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    High-resolution palynological evidence for vegetation response to the Laacher See eruption from the varved record of Meerfelder Maar (Germany) and other central European records

    Engels, Stefan and van Geel, B. and Buddelmeijer, N. and Brauer, A. (2015) High-resolution palynological evidence for vegetation response to the Laacher See eruption from the varved record of Meerfelder Maar (Germany) and other central European records. Review of Palaeobotany and Palynology 221 , pp. 160-170. ISSN 0034-6667.

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    Abstract

    The Laacher See eruption (LSE) was one of the larger Plinian eruptions of the late Quaternary in Europe. Distal tephra deposits of the LSE are found in three major directions and have been encountered over an area of at least 230,000 km2. Large volcanic explosions such as the LSE can have direct as well as indirect effects on vegetation and climate. Previous studies suggest that the effects of the LSE probably were of short duration only, in the order of several decades at the longest. The varved sediment record of Meerfelder Maar provides an excellent natural archive to study the impact of the LSE on the vegetation. Using a sub-decadal sampling resolution, we are able to reconstruct an abrupt decrease in the abundance of pine pollen to only 5% in the last ~5 years prior to the LST. A concurrent increase in charcoal strongly suggests that the disappearance of pine is related to fire-activity before the eruption. All taxa show decreased pollen productivity directly following the LSE, although most taxa recover within 1–2 decades. Pinus takes the longest to recover to high values after the LSE. Mechanisms that could explain this longer-lasting minimum include short-scale climate changes such as an increase in precipitation or a decrease in temperature, soil acidification, and an increase in wildfires. Variance partitioning shows that the pollen data (both percentage and PAR) show a statistically significant response to the LSE. A review of other high-resolution palynological records shows that sites that are situated relatively close (101–102 km) to the Laacher See show a distinct change in the pollen diagrams, commonly mainly a decrease in Pinus, just above the LST, while sites that are located further away only show minor fluctuations or no change at all. The MFM record is the only dataset that shows a decrease in the abundance of pine pollen prior to the LST.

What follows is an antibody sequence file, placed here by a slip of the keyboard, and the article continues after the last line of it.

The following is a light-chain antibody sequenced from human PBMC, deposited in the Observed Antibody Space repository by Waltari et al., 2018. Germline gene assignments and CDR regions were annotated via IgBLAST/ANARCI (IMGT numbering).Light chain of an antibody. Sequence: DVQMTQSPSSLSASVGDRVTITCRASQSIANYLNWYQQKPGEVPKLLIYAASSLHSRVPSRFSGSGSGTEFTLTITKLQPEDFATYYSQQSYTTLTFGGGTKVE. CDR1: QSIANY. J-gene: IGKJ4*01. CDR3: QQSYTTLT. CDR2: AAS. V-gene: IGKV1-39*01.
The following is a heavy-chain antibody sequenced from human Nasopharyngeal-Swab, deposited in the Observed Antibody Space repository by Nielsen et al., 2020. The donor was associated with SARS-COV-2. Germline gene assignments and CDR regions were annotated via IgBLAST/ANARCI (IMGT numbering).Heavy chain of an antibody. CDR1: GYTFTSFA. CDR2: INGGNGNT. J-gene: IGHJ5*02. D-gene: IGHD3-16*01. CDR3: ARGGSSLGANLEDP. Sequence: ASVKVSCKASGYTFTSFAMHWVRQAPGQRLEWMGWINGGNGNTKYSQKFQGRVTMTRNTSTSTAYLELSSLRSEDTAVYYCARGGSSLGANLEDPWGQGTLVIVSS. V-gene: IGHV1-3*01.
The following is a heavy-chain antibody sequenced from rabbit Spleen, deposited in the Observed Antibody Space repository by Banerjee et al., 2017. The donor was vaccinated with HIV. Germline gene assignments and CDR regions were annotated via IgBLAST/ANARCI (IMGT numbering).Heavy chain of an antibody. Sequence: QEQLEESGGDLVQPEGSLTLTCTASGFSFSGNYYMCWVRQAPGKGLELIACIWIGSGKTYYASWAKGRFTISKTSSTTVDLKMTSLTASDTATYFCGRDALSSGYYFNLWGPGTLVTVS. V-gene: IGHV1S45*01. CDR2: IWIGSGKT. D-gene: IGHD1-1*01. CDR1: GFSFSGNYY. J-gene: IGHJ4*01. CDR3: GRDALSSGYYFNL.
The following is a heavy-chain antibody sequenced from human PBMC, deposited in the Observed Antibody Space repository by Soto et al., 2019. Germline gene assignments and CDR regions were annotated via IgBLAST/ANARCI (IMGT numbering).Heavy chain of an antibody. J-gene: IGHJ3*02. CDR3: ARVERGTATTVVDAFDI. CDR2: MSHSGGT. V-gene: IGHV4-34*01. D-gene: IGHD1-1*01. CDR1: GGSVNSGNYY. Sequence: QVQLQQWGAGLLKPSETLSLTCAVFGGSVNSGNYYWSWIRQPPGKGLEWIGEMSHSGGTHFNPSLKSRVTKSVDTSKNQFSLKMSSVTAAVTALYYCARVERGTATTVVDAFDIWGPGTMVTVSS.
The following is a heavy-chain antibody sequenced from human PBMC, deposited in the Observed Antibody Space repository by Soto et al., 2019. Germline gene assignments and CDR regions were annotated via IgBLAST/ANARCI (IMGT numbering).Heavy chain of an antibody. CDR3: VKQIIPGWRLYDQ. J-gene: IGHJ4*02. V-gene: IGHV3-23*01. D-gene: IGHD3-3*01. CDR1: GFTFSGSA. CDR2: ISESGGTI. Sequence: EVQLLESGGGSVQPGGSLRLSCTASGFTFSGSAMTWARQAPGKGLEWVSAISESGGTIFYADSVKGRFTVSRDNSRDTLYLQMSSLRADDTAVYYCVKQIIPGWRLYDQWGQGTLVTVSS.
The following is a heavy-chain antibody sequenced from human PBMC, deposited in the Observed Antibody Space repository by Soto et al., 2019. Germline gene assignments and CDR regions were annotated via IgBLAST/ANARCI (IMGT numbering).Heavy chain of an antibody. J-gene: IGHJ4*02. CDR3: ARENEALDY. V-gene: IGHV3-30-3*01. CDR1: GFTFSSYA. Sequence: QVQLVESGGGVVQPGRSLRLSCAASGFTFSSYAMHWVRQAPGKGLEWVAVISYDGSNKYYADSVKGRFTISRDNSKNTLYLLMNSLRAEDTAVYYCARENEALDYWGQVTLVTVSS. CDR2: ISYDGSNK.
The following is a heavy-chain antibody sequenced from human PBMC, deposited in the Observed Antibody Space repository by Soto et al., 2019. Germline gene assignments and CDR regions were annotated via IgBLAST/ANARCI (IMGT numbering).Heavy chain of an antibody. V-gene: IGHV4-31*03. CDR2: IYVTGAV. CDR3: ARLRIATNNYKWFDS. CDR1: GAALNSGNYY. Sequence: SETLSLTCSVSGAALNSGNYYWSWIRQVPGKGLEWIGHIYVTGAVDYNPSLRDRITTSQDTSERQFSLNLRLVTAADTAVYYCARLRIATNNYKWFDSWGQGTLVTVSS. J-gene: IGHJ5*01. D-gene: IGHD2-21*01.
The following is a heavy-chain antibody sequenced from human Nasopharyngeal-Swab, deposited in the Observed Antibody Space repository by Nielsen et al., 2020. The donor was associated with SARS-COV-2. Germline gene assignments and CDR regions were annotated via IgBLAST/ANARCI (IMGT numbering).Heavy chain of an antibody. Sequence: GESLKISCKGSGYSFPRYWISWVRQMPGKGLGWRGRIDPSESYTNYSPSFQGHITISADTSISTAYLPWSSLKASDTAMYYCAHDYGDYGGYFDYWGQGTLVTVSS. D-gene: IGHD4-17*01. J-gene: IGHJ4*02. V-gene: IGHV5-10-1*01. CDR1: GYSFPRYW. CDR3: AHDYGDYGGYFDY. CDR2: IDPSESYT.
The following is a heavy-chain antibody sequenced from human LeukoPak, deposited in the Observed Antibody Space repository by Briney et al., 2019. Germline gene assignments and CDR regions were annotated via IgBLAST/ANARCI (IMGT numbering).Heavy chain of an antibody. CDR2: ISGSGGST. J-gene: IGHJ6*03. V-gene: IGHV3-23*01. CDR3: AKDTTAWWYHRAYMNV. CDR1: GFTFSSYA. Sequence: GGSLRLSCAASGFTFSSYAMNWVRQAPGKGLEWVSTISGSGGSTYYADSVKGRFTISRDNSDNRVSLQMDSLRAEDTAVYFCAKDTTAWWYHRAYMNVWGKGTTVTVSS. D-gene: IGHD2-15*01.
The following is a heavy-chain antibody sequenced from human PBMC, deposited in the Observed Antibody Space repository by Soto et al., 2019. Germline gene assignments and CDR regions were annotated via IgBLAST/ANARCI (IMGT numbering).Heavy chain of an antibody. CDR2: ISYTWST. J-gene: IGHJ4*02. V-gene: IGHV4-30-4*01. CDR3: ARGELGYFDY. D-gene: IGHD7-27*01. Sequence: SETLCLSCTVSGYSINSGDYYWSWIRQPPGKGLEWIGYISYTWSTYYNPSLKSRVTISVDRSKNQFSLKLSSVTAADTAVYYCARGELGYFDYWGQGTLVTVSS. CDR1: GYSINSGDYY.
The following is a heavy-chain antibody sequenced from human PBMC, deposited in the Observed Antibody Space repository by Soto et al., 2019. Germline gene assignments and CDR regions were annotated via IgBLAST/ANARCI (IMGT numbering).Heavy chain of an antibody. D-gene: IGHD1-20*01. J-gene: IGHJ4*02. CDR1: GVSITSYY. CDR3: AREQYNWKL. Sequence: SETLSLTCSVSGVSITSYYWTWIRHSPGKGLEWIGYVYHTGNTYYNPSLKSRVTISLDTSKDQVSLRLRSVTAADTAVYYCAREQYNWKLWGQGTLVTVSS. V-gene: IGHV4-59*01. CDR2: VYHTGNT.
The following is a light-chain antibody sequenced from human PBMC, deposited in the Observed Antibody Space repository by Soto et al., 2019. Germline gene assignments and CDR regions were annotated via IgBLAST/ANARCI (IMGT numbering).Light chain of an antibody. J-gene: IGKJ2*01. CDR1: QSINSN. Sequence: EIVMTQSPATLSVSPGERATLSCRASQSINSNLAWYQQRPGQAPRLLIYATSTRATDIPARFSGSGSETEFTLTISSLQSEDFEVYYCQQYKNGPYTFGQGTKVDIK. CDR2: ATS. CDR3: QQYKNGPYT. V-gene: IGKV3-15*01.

Metadata

    Item Type: Article
    School: School of Social Sciences, History and Philosophy > Department of Geography
    Depositing User: Stefan Engels
    Date Deposited: 14 Jan 2021 14:43
    Last Modified: 14 Jan 2021 14:43
    URI: https://eprints.bbk.ac.uk/id/eprint/41772

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